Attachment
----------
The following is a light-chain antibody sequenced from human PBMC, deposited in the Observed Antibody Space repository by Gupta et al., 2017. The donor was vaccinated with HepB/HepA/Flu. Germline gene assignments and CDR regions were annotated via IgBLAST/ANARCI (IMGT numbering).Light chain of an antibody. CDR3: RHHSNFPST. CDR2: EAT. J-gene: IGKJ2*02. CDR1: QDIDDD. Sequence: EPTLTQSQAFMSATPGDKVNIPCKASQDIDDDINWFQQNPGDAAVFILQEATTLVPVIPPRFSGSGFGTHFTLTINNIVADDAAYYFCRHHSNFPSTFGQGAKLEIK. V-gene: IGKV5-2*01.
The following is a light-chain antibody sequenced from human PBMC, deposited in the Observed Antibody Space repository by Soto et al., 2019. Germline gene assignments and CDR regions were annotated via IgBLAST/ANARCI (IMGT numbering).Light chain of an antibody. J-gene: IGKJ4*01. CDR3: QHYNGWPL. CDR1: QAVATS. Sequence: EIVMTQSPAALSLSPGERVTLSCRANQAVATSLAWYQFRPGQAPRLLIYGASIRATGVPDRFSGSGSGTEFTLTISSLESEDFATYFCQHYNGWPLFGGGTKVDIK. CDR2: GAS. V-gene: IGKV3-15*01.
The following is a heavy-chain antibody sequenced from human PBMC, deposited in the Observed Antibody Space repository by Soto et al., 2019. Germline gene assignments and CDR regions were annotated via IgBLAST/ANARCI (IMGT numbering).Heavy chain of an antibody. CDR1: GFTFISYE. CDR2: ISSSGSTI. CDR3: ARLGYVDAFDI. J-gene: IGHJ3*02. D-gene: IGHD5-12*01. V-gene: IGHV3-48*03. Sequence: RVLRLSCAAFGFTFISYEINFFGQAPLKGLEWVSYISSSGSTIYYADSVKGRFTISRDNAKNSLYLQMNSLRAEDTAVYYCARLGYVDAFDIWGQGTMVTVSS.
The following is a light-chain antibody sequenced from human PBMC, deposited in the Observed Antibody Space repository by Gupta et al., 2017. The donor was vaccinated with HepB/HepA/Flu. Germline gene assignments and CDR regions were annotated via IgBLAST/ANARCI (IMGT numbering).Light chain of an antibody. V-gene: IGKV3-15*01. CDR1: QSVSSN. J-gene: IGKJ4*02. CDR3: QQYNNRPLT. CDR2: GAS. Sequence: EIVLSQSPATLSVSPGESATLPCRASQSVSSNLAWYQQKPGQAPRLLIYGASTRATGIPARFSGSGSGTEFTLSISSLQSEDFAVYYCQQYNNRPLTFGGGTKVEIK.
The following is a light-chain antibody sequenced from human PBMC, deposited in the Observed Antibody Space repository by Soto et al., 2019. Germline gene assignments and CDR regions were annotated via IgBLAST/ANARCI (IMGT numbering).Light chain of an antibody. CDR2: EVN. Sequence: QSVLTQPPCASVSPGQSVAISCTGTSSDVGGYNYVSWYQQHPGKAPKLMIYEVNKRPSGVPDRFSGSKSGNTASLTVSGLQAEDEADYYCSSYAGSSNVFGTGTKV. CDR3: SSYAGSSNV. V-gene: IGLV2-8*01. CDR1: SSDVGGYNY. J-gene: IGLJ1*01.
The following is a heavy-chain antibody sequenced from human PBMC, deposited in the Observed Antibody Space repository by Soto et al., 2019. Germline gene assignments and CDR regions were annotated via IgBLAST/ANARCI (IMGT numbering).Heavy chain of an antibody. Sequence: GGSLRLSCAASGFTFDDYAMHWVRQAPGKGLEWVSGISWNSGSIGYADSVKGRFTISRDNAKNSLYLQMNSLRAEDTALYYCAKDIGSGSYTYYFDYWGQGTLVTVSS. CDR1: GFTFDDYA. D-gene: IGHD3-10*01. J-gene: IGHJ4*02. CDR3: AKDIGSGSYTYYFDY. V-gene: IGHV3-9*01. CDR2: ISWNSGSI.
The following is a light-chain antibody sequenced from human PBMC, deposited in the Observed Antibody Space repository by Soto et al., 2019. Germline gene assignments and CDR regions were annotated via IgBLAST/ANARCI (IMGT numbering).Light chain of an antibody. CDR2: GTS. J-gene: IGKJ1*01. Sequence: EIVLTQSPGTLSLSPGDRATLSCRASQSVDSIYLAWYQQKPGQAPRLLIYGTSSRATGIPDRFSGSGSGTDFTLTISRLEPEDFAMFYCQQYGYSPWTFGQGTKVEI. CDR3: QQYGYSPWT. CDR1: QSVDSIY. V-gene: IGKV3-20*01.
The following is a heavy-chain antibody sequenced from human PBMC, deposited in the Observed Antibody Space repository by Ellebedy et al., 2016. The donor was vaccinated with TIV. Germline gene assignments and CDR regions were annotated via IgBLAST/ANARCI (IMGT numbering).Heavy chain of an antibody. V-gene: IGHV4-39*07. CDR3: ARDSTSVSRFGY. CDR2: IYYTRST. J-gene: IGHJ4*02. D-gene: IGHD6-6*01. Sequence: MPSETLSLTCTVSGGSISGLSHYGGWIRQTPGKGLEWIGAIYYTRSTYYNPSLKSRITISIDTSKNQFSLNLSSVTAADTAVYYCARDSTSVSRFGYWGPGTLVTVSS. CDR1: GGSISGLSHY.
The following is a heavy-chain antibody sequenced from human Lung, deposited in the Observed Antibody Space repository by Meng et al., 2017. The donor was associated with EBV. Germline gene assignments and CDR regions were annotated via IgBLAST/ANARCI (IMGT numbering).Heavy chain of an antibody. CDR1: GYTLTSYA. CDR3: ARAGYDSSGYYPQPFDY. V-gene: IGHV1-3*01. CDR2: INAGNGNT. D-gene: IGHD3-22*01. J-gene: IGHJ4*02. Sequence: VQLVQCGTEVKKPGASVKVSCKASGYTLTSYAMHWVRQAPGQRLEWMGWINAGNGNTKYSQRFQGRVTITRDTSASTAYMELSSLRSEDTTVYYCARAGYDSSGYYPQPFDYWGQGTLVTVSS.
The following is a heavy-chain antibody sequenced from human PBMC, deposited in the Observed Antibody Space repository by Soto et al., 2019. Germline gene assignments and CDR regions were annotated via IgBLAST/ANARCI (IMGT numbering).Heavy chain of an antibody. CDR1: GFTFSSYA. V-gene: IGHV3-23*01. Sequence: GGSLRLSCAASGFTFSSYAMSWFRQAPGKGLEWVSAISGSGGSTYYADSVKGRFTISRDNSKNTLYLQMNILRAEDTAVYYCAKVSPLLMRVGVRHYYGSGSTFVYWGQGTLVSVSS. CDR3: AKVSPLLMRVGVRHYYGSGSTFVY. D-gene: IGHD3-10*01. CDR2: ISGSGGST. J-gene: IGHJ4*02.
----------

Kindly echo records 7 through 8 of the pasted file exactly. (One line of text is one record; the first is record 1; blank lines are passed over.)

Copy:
The following is a light-chain antibody sequenced from human PBMC, deposited in the Observed Antibody Space repository by Soto et al., 2019. Germline gene assignments and CDR regions were annotated via IgBLAST/ANARCI (IMGT numbering).Light chain of an antibody. CDR2: GTS. J-gene: IGKJ1*01. Sequence: EIVLTQSPGTLSLSPGDRATLSCRASQSVDSIYLAWYQQKPGQAPRLLIYGTSSRATGIPDRFSGSGSGTDFTLTISRLEPEDFAMFYCQQYGYSPWTFGQGTKVEI. CDR3: QQYGYSPWT. CDR1: QSVDSIY. V-gene: IGKV3-20*01.
The following is a heavy-chain antibody sequenced from human PBMC, deposited in the Observed Antibody Space repository by Ellebedy et al., 2016. The donor was vaccinated with TIV. Germline gene assignments and CDR regions were annotated via IgBLAST/ANARCI (IMGT numbering).Heavy chain of an antibody. V-gene: IGHV4-39*07. CDR3: ARDSTSVSRFGY. CDR2: IYYTRST. J-gene: IGHJ4*02. D-gene: IGHD6-6*01. Sequence: MPSETLSLTCTVSGGSISGLSHYGGWIRQTPGKGLEWIGAIYYTRSTYYNPSLKSRITISIDTSKNQFSLNLSSVTAADTAVYYCARDSTSVSRFGYWGPGTLVTVSS. CDR1: GGSISGLSHY.